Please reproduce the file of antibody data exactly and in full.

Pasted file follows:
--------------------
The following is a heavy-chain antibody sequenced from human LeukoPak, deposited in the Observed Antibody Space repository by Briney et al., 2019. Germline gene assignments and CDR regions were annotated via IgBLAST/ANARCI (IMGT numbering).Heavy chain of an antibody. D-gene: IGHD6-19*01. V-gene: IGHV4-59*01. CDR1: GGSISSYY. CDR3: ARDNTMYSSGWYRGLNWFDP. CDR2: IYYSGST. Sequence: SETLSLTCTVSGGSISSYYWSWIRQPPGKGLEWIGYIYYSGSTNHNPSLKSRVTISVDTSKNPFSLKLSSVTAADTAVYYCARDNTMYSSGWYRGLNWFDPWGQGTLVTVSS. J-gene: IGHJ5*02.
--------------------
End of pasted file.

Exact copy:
The following is a heavy-chain antibody sequenced from human LeukoPak, deposited in the Observed Antibody Space repository by Briney et al., 2019. Germline gene assignments and CDR regions were annotated via IgBLAST/ANARCI (IMGT numbering).Heavy chain of an antibody. D-gene: IGHD6-19*01. V-gene: IGHV4-59*01. CDR1: GGSISSYY. CDR3: ARDNTMYSSGWYRGLNWFDP. CDR2: IYYSGST. Sequence: SETLSLTCTVSGGSISSYYWSWIRQPPGKGLEWIGYIYYSGSTNHNPSLKSRVTISVDTSKNPFSLKLSSVTAADTAVYYCARDNTMYSSGWYRGLNWFDPWGQGTLVTVSS. J-gene: IGHJ5*02.